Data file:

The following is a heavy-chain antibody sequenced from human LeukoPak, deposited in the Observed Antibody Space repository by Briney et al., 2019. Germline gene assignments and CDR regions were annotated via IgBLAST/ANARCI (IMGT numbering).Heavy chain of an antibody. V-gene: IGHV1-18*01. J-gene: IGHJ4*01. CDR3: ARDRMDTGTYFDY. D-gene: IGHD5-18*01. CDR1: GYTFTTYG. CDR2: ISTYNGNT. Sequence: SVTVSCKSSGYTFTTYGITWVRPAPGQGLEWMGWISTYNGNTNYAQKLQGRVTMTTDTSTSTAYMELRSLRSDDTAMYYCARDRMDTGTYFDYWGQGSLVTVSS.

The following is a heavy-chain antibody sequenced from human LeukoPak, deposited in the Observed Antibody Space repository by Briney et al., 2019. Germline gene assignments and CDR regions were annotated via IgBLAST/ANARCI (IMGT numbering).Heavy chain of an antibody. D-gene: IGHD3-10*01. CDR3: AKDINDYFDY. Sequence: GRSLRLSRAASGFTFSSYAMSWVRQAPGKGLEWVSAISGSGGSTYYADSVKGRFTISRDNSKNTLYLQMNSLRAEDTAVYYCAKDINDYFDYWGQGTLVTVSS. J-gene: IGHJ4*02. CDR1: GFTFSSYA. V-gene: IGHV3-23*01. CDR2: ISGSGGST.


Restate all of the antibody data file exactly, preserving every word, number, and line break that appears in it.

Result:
The following is a heavy-chain antibody sequenced from human LeukoPak, deposited in the Observed Antibody Space repository by Briney et al., 2019. Germline gene assignments and CDR regions were annotated via IgBLAST/ANARCI (IMGT numbering).Heavy chain of an antibody. V-gene: IGHV1-18*01. J-gene: IGHJ4*01. CDR3: ARDRMDTGTYFDY. D-gene: IGHD5-18*01. CDR1: GYTFTTYG. CDR2: ISTYNGNT. Sequence: SVTVSCKSSGYTFTTYGITWVRPAPGQGLEWMGWISTYNGNTNYAQKLQGRVTMTTDTSTSTAYMELRSLRSDDTAMYYCARDRMDTGTYFDYWGQGSLVTVSS.

The following is a heavy-chain antibody sequenced from human LeukoPak, deposited in the Observed Antibody Space repository by Briney et al., 2019. Germline gene assignments and CDR regions were annotated via IgBLAST/ANARCI (IMGT numbering).Heavy chain of an antibody. D-gene: IGHD3-10*01. CDR3: AKDINDYFDY. Sequence: GRSLRLSRAASGFTFSSYAMSWVRQAPGKGLEWVSAISGSGGSTYYADSVKGRFTISRDNSKNTLYLQMNSLRAEDTAVYYCAKDINDYFDYWGQGTLVTVSS. J-gene: IGHJ4*02. CDR1: GFTFSSYA. V-gene: IGHV3-23*01. CDR2: ISGSGGST.